Rates of change in economic data may be hitting their peaks, but that need not preclude more long-term upside for risky assets.

The S&P 500 and MSCI World Indices are up more than 80% since last March, and market participants are increasingly talking about “peak growth” or “peak PMIs”—the idea that the rates of change in key economic data are likely to plateau and decline over the coming weeks.

We think this may be why investors have hit the pause button on the key recovery trends of the first quarter: the sell-off in U.S. Treasuries and the rotation from large growth stocks into smaller, cyclical and value stocks.

Pausing for breath and rebalancing portfolios, where necessary, seems prudent to us at a time like this. Ultimately, however, we think these trends have further to run, albeit with potentially continued volatility.

Rapid Recovery

It’s true that it would be hard to sustain current levels of economic expansion. The U.S. economy is estimated to have grown at an annualized rate of 6.4% in the first quarter of this year, following 33.4% and 4.3% prints for the last two quarters of 2020. The Markit Composite Purchasing Managers’ Index (PMI) for the U.S. is now at 62.2, its fastest pace of expansion since the survey began in 2009.

As Goldman Sachs has pointed out, over the past 50 years, the peak in PMIs has been followed by one-, three-, six- and 12-month global equity returns that were negative more often than not, and on average close to zero.

But we think history, and particularly historical averages, are a poor guide to what’s going on now. In some of those periods, returns were not only positive, but in double digits. We believe the odds are tilted to the upside this time around for two reasons.

First, there is the sheer extremity of last year’s recession and the low base it set for this year’s economic data. Looking at absolute values rather than growth rates, we see a rapid recovery from an unusual disruption—not the sort of late-cycle exuberance that would be a cue to ease away from risky exposures.

Second, support for the recovery is unprecedented. It comes in the form of high levels of savings and pent-up consumer demand, fiscal stimulus plans on both sides of the Atlantic that are groundbreaking in their size and scope, and central banks that are willing to let economies run hotter than usual before tightening monetary policy.

A Long Journey With a Lot of Stops

We think this weakens the “peak PMI” case against risky assets—with some important nuances.

We expect this cycle to be more inflationary than the previous two or three. As well as favoring smaller companies and more cyclical stocks, we therefore favor a tilt to real asset exposure, whether through commodities, real estate or equities linked to those sectors.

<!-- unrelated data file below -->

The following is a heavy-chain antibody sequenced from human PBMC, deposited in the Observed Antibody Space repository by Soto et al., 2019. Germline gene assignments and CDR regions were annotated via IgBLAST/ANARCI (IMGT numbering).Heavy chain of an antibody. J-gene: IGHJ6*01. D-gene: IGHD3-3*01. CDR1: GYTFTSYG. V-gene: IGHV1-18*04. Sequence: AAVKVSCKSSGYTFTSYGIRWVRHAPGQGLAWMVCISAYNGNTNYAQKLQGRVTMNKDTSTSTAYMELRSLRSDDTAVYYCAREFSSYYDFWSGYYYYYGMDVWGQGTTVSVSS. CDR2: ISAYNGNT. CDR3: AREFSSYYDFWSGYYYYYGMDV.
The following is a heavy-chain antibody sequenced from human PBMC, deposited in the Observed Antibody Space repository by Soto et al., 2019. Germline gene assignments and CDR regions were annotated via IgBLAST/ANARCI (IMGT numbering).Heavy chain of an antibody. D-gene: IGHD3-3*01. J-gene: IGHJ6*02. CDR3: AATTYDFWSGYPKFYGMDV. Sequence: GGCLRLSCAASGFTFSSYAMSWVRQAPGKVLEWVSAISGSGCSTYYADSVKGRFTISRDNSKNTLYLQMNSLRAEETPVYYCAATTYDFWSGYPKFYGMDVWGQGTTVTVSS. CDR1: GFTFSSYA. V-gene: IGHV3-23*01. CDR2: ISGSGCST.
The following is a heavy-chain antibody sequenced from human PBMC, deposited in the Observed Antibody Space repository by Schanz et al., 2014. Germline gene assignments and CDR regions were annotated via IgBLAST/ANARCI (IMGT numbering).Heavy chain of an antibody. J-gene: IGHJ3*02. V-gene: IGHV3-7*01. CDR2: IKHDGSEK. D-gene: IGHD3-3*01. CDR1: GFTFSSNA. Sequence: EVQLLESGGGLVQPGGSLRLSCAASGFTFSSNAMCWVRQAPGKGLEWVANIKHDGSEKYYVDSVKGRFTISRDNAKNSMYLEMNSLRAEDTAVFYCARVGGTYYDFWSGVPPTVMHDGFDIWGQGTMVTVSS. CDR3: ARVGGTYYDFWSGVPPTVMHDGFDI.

We also continue to look toward non-U.S. equity markets, where year-over-year economic growth statistics have lagged the U.S. but have the potential to inflect higher, where there is generally more cyclical exposure to be had, and where big changes to corporate taxation and regulation appear less likely.

And finally, volatility is likely to persist, precisely due to uncertainty around “peak growth,” the path of inflation, current market valuations, the future tax implications of today’s fiscal policies and even the robustness of the recovery itself. The S&P 500 is near record levels, but so are global new coronavirus infections, driven by a dire situation in India.

As such, while we remain positive on risky exposures on a 12- to 18-month horizon, we are somewhat more cautious in our view for the next three to six months. There are plenty of potential catalysts for retrenchment right now, which could offer opportunities to lean back into the recovery at more attractive levels.

The summit of “peak growth” is a good place to pause for breath and rebalance portfolios, where necessary. We may need to descend a little from here, but ultimately, we believe there will be higher market peaks to climb.

In Case You Missed It

  • U.S. Durable Goods Orders: +0.5% in March (excluding transportation, durable goods orders increased 1.6%)
  • Bank of Japan Policy Meeting: The BoJ maintained its interest rate target
  • S&P Case-Shiller Home Price Index: February home prices increased 1.2% month-over-month and increased 11.9% year-over-year (NSA); +1.2% month-over-month (SA)
  • Conference Board U.S. Consumer Confidence: +12.7 to 121.7 in April
  • Federal Open Market Committee Meeting: The FOMC made no changes to its policy stance
  • U.S. 1Q 2021 GDP (Preliminary): +6.4% quarter-over-quarter, annualized rate
  • U.S. Initial Jobless Claims: +553,000 for the week ending April 24
  • China Manufacturing Purchasing Managers’ Index: -0.8 to 51.1 in April
  • Eurozone 1Q 2021 GDP (Preliminary): -0.6% quarter-over-quarter
  • U.S. Personal Income and Outlays: Personal spending increased 4.2%, income increased 21.1%, and the savings rate increased to 27.6% in March

What to Watch For

  • Monday, May 3:
    • ISM Manufacturing Index
  • Wednesday, May 5:
    • ISM Non-Manufacturing Index
  • Thursday, May 6:
    • U.S. Initial Jobless Claims
  • Friday, May 7:
    • U.S. Employment Report

    – Andrew White, Investment Strategy Group